Prime Minister David Cameron has lashed out at Tory "pessimists" demanding immediate withdrawal from the European Union.
The Prime Minister said he believed it was "possible" to push through changes to the EU.
"I am faced as I do so, if you like, by two groups of pessimists," he said.
"There are some pro-European pessimists who say, 'you have to, in Europe, simply sign up to every single thing that anyone in the EU suggests.
"You sign every treaty, you sign everything - there is no alternative'.
"I think they are completely wrong.
"The second group of pessimists say there is no prospect of reforming the EU, you simply have to leave. I think they are wrong too.
"I think it is possible to change and reform this organisation and change and reform Britain's relationship with it."
Read more: Tory MPs plotting EU Commons vote
A group of Tory MPs will attempt to force a Commons vote over a referendum on the UK's European Union membership on Tuesday.
The Tory MPs backing the call for an EU referendum include:
- Hardline Eurosceptic MP Peter Bone has said he hoped to show the Tory leadership that there was "significant parliamentary demand" for the EU referendum pledge.
- Tory John Baron, who also tabled the amendment, organised a letter signed by dozens of Conservative MPs demanding referendum legislation.
Read more: Ex-chancellor calls for EU exit
- Former Cabinet minister Michael Portillo has followed ex-chancellor Lord Lawson in calling for the UK to leave the EU.
- Lord Lamont, another former Tory chancellor, joined the stampede of former Tory cabinet ministers saying it was possible for the UK to survive outside the EU.
- Nadine Dorries, the MP who was handed back the Conservative whip only on Wednesday, said she would be joining the rebellion.
Read more: Nadine Dorries wants EU exit
A group of Conservative MPs will attempt to force a Commons vote over a referendum on the UK's European Union membership next week.
The MPs are seeking to engineer a vote on an EU referendum by tabling an amendment to the Queen's speech.
Prime Minister David Cameron earlier defended his approach of seeking fundamental reform and holding a referendum on membership before the end of 2017.
Read more: Ex-chancellor calls for EU exit
Weekend opinion polls showed a clear public majority for cutting ties with Brussels as pressure mounted on David Cameron to set out plans for a referendum on the issue.
He faces a tricky summit on Thursday when leaders gather to thrash out the EU's future budget, and he has threatened to veto anything other than a real-terms freeze.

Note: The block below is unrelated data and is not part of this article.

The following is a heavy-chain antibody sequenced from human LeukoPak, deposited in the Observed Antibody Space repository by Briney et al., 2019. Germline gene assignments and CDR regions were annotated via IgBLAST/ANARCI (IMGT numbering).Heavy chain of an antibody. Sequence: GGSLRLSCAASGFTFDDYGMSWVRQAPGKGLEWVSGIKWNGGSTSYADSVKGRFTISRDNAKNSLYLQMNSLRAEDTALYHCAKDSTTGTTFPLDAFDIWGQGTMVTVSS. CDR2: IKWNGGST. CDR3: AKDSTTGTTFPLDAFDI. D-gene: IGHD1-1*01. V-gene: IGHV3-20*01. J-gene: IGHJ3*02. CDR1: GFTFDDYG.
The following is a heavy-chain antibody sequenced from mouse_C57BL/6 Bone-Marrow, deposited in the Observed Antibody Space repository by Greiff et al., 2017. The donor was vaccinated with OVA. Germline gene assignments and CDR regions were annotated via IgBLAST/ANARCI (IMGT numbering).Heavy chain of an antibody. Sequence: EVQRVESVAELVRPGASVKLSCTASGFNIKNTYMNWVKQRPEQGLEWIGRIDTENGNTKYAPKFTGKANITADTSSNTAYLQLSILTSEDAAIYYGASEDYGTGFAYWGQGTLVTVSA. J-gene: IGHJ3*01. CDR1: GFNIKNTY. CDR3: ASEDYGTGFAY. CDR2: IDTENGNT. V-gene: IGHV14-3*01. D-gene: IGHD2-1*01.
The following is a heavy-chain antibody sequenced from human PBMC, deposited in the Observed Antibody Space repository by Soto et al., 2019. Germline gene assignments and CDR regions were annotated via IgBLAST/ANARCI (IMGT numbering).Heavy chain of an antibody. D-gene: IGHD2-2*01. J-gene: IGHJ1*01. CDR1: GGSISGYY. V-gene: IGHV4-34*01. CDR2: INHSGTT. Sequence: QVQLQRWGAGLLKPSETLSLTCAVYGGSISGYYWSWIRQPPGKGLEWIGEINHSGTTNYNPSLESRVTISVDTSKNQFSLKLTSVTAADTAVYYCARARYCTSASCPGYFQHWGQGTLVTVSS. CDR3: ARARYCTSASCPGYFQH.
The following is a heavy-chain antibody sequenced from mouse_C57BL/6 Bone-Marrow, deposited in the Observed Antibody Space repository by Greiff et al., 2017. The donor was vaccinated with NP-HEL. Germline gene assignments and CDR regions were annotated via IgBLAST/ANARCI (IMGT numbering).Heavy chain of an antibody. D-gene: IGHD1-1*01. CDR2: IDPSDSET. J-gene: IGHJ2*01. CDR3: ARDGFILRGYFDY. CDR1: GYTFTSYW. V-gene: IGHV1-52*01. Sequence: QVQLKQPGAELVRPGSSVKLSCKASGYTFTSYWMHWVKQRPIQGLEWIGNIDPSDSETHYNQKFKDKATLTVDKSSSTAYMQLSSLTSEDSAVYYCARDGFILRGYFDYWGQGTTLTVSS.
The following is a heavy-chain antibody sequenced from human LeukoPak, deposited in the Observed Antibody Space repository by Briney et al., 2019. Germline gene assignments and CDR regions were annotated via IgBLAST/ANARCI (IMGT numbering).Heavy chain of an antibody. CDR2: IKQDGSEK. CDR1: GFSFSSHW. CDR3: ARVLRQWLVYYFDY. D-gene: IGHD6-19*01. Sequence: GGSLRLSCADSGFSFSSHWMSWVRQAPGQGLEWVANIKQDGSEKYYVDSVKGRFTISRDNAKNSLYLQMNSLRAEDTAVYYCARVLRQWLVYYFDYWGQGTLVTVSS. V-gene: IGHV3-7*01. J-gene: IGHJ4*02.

Labour joined forces with Tory rebels to inflict a Commons defeat on the Government by backing a real-terms cut in the 2014-20 package - leading to accusations of opportunism.
Labour could offer a referendum on Britain’s European Union membership at the next election, its policy director Jon Cruddas told The Daily Telegraph.
The opposition party would consider “in depth” whether to hand the vote to the public as it drafts its next manifesto, according to Cruddas, who is chairing Labour’s policy review.
“It’s something we will be looking at in depth in the policy review. At some stage there is going to have to be some resolution of what our relationship is here and what format that takes. It could be a referendum.
"We have said the time is not right as regards a referendum on Europe given the economics ricocheting around the eurozone. Obviously our position needs to be developed over the next period."
The paper claimed that Cruddas' comments would pile pressure on the Prime Minister, who is already facing calls from his party to give the public the EU vote.
The Prime Minister has hinted that the Conservative party may back a referendum on Britain's membership of the EU in the next parliament.
I don't think it is in Britain's interests to leave the EU but I do think what it is increasingly becoming the time for is a new settlement between Britain and Europe, and I think that new settlement will require fresh consent.
In the next parliament, I think there will be opportunities for a fresh settlement and for new consent to that settlement.
Labour leader Ed Miliband has accused David Cameron of having no clear position on whether there should be a referendum on Britain's membership of the EU.
Labour leader Ed Miliband has mocked David Cameron's stance on an EU referendum.
He told MPs that the Prime Minister was trying to appease the divisions in his own party, rather than acting in the interests of the nation.
Mr Miliband accused the PM of having a "hokey cokey weekend".
Three days, three positions. First it was no, then it was yes, then it was maybe.
Has there been a change in the Government's position, yes or no?
A nudge, nudge, wink, wink European policy is neither good for the country nor will it keep his party quiet.
David Cameron has risked angering Tory backbenchers by again refusing to back a quick poll on Britain's membership of the European Union.
The PM said he did not believe that voting to leave the EU would be the best thing for the country.
The right path for Britain is this. First, recognise that in the short term the priority for Europe is to deal with the instability and chaos.
Second, over time take the opportunities for Britain to shape its relationship with Europe in ways that advance our national interest in free trade, open markets and co-operation.
Third, all party leaders will have to address this question.
But it follows from my argument that far from ruling out a referendum for the future as a fresh deal in Europe becomes clear, we should consider how best to get the full consent of the British people.
Foreign Secretary Hague said there would be a "very, very powerful" case for a referendum if Europe moved towards a more federal system.Read the full story ›